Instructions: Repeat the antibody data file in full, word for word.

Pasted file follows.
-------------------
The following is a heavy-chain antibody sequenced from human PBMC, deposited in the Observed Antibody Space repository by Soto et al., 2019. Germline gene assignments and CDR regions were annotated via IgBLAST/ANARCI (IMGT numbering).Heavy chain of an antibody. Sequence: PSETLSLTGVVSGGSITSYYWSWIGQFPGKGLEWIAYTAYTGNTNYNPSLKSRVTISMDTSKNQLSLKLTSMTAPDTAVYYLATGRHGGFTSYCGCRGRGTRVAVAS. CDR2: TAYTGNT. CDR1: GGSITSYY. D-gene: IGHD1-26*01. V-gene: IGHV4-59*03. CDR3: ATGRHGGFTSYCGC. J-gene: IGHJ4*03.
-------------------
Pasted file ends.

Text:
The following is a heavy-chain antibody sequenced from human PBMC, deposited in the Observed Antibody Space repository by Soto et al., 2019. Germline gene assignments and CDR regions were annotated via IgBLAST/ANARCI (IMGT numbering).Heavy chain of an antibody. Sequence: PSETLSLTGVVSGGSITSYYWSWIGQFPGKGLEWIAYTAYTGNTNYNPSLKSRVTISMDTSKNQLSLKLTSMTAPDTAVYYLATGRHGGFTSYCGCRGRGTRVAVAS. CDR2: TAYTGNT. CDR1: GGSITSYY. D-gene: IGHD1-26*01. V-gene: IGHV4-59*03. CDR3: ATGRHGGFTSYCGC. J-gene: IGHJ4*03.